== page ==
Russia-Ukraine war: Israel's tricky balancing act
The Russia-Ukraine war is forcing Israel to walk a delicate tightrope. Ukraine is a significant economic partner for Israel, both in the agricultural and tech sectors, and it is also home to tens of thousands of Jews.
Both countries are members of the western sociopolitical sphere, and Ukraine has indicated a willingness to recognise Jerusalem as Israel’s capital, despite the fact that the city has an occupied status according to the UN, following in Washington’s controversial footsteps.
But Russia has been a pivotal partner for Israel in Syria, with regards to Israeli air strikes against Iranian and allied targets. In addition, many Russian Jews in Israel maintain their Russian ties and heritage, as highlighted by Russian President Vladimir Putin in a 2009 meeting with then-Israeli Foreign Minister Avigdor Lieberman: “I am glad that people from the Soviet Union built such brilliant political careers in Israel. This is something that unites us in a way that is unlike with any other country.”
From Russia's perspective, it may be more beneficial for Israel to become an intermediary between Moscow and Washington
Israel has thus been careful in its response to the Russia-Ukraine war. It has followed a three-way strategy in its diplomatic efforts.
Last week, Israeli Foreign Minister Yair Lapid condemned Russia’s assault on Ukraine and reportedly warned cabinet ministers not to help Russian Jewish oligarchs targeted by international sanctions. But Israeli Prime Minister Naftali Bennett has been more measured in his comments, expressing empathy towards Ukrainians.
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Israel also refused to join 87 countries in backing a US-led resolution to condemn Russia’s invasion of Ukraine at the UN Security Council, but voted in favour of a General Assembly resolution condemning Russian aggression on 28 February.
On the military front, Israel reportedly stopped the US from transferring the Iron Dome defence system to Ukraine last year, in an effort to preserve Israel’s ties with Russia. Tel Aviv has also turned down Kyiv’s more recent requests for military aid.
At the same time, Israel is positioning itself as a potential mediator between the two warring states - a role Tel Aviv has been eager to play for years. Last week, Ukrainian President Volodymyr Zelensky welcomed the idea of Israeli mediation in the current conflict, helping to explain why Tel Aviv has aimed to maintain neutrality - but Putin was reportedly not keen on the idea. Zelensky has also proposed holding negotiations in Istanbul, Warsaw, Bratislava, Budapest or Baku.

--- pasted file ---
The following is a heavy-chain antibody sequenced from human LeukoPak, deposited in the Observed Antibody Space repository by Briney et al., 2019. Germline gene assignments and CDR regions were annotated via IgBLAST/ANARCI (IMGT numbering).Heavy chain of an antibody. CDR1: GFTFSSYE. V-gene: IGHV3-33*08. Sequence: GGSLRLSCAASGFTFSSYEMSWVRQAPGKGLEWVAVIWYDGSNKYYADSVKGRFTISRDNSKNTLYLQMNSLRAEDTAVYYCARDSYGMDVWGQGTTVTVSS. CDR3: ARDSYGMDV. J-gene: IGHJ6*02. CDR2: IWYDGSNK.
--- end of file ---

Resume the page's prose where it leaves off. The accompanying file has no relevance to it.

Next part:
From Russia’s perspective, it may be more beneficial for Israel to become an intermediary between Moscow and Washington, rather than Moscow and Kyiv. Russia could utilise the US-Israeli alliance to make demands of Washington, particularly in light of the current conflict.
At the same time, Russia may also take steps to corner Israel in the energy arena. Russia has a strategic military position in the Eastern Mediterranean, with a naval base in Tartus, Syria, and Khmeimim Air Base in Latakia, Syria - facilities that are also key for its power projection in the Black Sea region. It is not surprising that on the day Russia launched its assault on Ukraine, it reinforced its naval presence in the Mediterranean.
Consequences in Syria
It is safe to assume that the longer the operation takes place, the more Russia will be vulnerable, as sanctions could be deepened and widened, and military investments with Moscow reconsidered. But despite Tel Aviv’s cautious approach and public remarks supporting Ukraine, it would be tough for Israel to join the countries imposing sanctions on Russia.
The longer the war continues, the more Russia’s focus will be fixed on Ukraine, which could mean reducing its military investments in countries such as Syria and Libya. In Syria, Russia and Israel have a coordination mechanism that allows Israel to target Iran and its allies. Losing this advantage would be of great concern to Israel.
At the UN Security Council’s February meeting, Russia raised an objection to Israel’s occupation of the Golan Heights. This could be translated as a warning that if Israel comes out strongly against the Russian invasion of Ukraine, there could be consequences for its campaign in Syria.
At the same time, a decreased Russian presence in Syria could mean less support from Moscow for Iran-backed militias and the Syrian regime, giving more operational freedom to Israel. But this could also mean more missiles fired from Lebanon and Syria towards Israel, embroiling Israel in a deeper conflict on that front. So far, the relationship between Tel Aviv and Moscow in this arena has worked to Israel’s advantage.
The views expressed in this article belong to the author and do not necessarily reflect the editorial policy of Middle East Eye.
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